Posted in Professional learning, random ramblings

TELA, or not to TELA?

This post was originally published in the May edition on the PPTA News magazine. If you are interested, there are some updates and other concerns at the bottom of the post. I would love any thoughts or feedback.

I am most seriously displeased….

With the TELA laptop scheme.

It is a fact universal acknowledged that learning pedagogies and technologies are changing. New methods of teaching and learning are being investigated in many schools and classrooms, and technology is playing a role in this shift. Digital literacy is a key skill that schools are endeavouring to develop in their students. BYOD means that more and more students are using devices of various sorts in their every day teaching and learning environments.

Yet teachers in many Kura are being provided with inadequate support to use the new pedagogies available. Whether it be fixed classroom walls, old immovable furniture, a lack or professional learning opportunities and time to implement new strategies or more simply a lack of access to appropriate digital technologies

All full time (or those above 0.5 load) teachers in New Zealand are provided access to ONE device via the TELA laptop scheme. These devices are generally provided via a laptop that is leased for 3 years.

This scheme was reviewed as recently as 2013, where 269 secondary school principals were surveyed. Only ONE teacher from each of these school was surveyed on their satisfaction with the TELA scheme. Surely if teachers are the people in the class rooms they should have a more significant voice over the device choice that they have and how these devices affect their ability to provide ‘modern’ learning environments and opportunities.

Some schools (or even departments within schools) have provided additional devices for their staff in an effort to keep teachers up to date with changing technologies. However, an increasing level of diversity and inequity even within schools is arising. How can a teacher in one department who has not been provided with an ipad or table allow their students to have the same learning experiences and opportunities as a teacher who has been provided with these devices, and has been trained in their use?

Or a teacher at the end of their 3 year lease getting a new device will be able to provide a vastly different experience to the teacher with a device that is nearing the end of the lease period. Devices/operating systems and applications are now changing a great deal in 3 years.

Or if students are bringing their own devices to class, how can teachers help students use these devices when the are so dissimilar to theirs. For example, PC laptops come loaded with windows 10, yet TELA laptops come with windows 7.

The landscape of New Zealand is constantly changing. The worldwide digital landscape is changing all the time. It is time that the access to digital technologies changes for New Zealand teachers so we can change our pedagogies. A single device is not longer able to provide all of the opportunities teachers and learners need. The system also needs to accommodate varied teaching and learning programs within a school – just as our learners are all individuals, so are our teacher and a one size fits all device system in not fit for purpose.  Otherwise the digital divide will only grow and it will be increasingly difficult for teachers and learners to catch up. If teachers are to quit the sphere in which they themselves were taught, there needs to be a shift in how devices are provided for teachers and how teachers are supported in there use.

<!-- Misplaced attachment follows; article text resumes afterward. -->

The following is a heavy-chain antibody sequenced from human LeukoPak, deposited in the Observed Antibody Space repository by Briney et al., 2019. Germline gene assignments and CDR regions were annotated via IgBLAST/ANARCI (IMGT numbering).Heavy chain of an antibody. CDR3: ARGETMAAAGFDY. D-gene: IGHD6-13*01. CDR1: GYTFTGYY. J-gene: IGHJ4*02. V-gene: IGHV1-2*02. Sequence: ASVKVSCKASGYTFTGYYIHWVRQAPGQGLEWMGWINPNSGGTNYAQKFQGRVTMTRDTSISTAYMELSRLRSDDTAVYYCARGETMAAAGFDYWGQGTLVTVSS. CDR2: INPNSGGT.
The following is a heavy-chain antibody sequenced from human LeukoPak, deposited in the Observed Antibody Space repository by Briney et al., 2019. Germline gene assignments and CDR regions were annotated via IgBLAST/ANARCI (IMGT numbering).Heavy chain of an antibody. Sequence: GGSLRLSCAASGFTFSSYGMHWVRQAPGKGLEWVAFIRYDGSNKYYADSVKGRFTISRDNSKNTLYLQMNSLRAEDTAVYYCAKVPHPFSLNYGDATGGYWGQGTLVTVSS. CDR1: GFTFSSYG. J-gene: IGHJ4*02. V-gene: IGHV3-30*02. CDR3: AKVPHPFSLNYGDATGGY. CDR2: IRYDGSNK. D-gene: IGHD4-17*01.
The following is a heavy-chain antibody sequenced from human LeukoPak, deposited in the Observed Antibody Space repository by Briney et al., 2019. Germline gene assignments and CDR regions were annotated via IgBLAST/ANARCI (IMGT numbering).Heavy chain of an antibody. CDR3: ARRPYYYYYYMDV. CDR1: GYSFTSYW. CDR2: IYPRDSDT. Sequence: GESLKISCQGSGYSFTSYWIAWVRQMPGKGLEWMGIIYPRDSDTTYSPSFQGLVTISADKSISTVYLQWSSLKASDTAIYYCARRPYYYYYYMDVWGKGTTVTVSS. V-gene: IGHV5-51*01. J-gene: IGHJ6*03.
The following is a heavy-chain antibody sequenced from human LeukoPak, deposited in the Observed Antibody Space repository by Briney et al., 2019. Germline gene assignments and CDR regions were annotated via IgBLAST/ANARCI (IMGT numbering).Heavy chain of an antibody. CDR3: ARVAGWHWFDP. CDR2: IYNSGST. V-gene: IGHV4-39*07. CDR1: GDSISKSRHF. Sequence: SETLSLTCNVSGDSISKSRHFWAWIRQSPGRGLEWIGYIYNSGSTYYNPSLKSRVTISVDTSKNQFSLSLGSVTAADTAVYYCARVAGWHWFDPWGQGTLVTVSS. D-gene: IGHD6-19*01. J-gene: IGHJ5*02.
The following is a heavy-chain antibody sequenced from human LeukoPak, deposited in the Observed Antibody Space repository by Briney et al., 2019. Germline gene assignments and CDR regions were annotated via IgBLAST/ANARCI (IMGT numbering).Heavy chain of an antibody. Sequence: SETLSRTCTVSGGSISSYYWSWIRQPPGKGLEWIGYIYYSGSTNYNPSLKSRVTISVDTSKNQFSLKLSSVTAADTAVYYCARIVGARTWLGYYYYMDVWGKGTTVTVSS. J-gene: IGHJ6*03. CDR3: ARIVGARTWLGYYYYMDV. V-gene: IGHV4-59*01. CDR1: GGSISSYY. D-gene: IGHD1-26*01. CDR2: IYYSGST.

Since writing this post (in March) I have been invited be the ICT committee to attend a meeting with them and TELA to discuss the scheme. I am grateful for this opportunity and would love any feedback to take with me to this meeting so I am not just speaking for myself. I would also like to acknowledge Tom Haig who was helped my take my concerns through the ‘proper’ channels

If you are interested, you can view the 2013 review document of the TELA scheme HERE. Several points (alongside the lack of class room teacher representation in the survey, and that the teacher selected was one with a newer device) I did not have room for in the original post include other concerns from this survey

  • Summary statement one – 99% of teachers use for internet searches, 98% for emails, 98% for preparing reports and assessments, lesson PLANNING 95%. No where in that summary was there a link to actually using the device with students. Further into the document are the numbers for secondary school usersec
  • Summary statement five – majority of responding teachers and principals already were supplementing their TELA device with a NON TELA device – and that in summary point 6 there was a strong feeling that having choice or additional device option would be beneficialsup.png
  • Summary point 8 – teachers said a challenge in using new technologies was becoming upskilled in using them.

There are other more specific issues – for example

drive

Over 70% of secondary teachers said that they have an ongoing requirement for a CD/DVD drive. Yet the latest TELA devices at my school do not have one. They came with a portable plug in one to carry around.

The scheme is certainly not perfect and in my opinion is contributing to an increasing digital divide, even within schools and departments. If the New Zealand education system is to change, the way we use devices and technologies in the classroom needs to change, and teachers need to be supported in this with adequate training and equitable access to devices.

 

 

 

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